Doing some rough calculations – a typical one-bedroom in SF has increased in value from $500k to $800k over the last 5 years, which without prop 13 would increase the annual tax bill by roughly $3.5k. If that cost was passed on directly to the tenants, the increase in rent would be $300/month after 5 years. If that was the only increase in rent (which it would be with universal rent control) that would increase the rent from $1400 (which was the one-bedroom median in 2010) to $1700. That’s roughly a 4% annual increase, which I’ll take over the ~18% average annual increase in market-rate rent that has actually occurred during the same period.

    In short – the potential increase in rent due to increased property tax is minuscule compared to the actual increases in rent which are occurring due to lack of renter protection.

    Now, if you were an owner-occupier rather than a landlord, you would have to eat that $3.5k tax increase yourself. I don’t think that extra $3.5k/yr expense is going to result in many people being forced to leave the city, but if it does, you can sell your house at a $300k profit and I’m not feeling too sorry for you.

  • Boo

    As I mentioned elsewhere in this thread I think it’s unfair for corporations who never die to abuse Prop 13. Since Prop 13 was put in place, the tax burden of property owners has increased relative to the taxes that commercial property owners pay.

    Your plan is not means tested and simply rewards people for being renters vs owners. A couple making $300k per year could be living in this rent controlled unit at $1700 and invest all their extra money elsewhere.

    Someone else who inherited their home and makes $40k per year now has to uproot their entire life because they cannot afford property tax on a $1MM property.

    Taxes should be fair and not serve to promote your agenda to punish people who bought a place cheaper than what’s available now. Perhaps to you $3.5k a year is nothing but to me, an extra $300 a month in tax on top of the $700 I already pay would be a burden.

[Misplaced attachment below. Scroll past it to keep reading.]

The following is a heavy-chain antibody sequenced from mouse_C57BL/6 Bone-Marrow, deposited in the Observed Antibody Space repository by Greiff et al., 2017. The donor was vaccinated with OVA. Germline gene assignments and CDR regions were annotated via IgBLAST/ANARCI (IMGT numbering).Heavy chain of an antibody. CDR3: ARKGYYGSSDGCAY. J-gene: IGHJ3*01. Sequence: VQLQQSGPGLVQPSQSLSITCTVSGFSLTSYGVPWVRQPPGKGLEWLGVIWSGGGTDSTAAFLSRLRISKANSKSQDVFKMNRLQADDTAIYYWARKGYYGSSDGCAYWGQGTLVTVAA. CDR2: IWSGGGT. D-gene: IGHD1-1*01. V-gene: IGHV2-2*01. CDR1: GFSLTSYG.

Someone else mentioned that should Prop 13 be removed, the property tax rate would probably drop. Having bought in 2011, we’re already paying thousands more than our neighbors that bought their homes for under $100k. That might be more equatable but I can sympathize for people who wouldn’t have the means to stay in homes they’ve lived in for 30+ years so they can vacate for some nouveau riche asshole . I like the idea that I can pass something down and that there are incentives for people to build lives here rather than constantly have to keep moving as prices rise.

    You support that stability for renters but you don’t for owners.

  • jonobate

    Perhaps to you $3.5k a year is nothing but to me, an extra $300 a month in tax on top of the $700 I already pay would be a burden.

    The median monthly rent for a one-bedroom in SF has increased from $1400 to $3200 in the last 5 years. So, I should feel sorry for you because without prop 13 you would have to pay an extra $300/month, but I shouldn’t care about market-rate renters who now have to pay an extra $1800/month, on average? Please.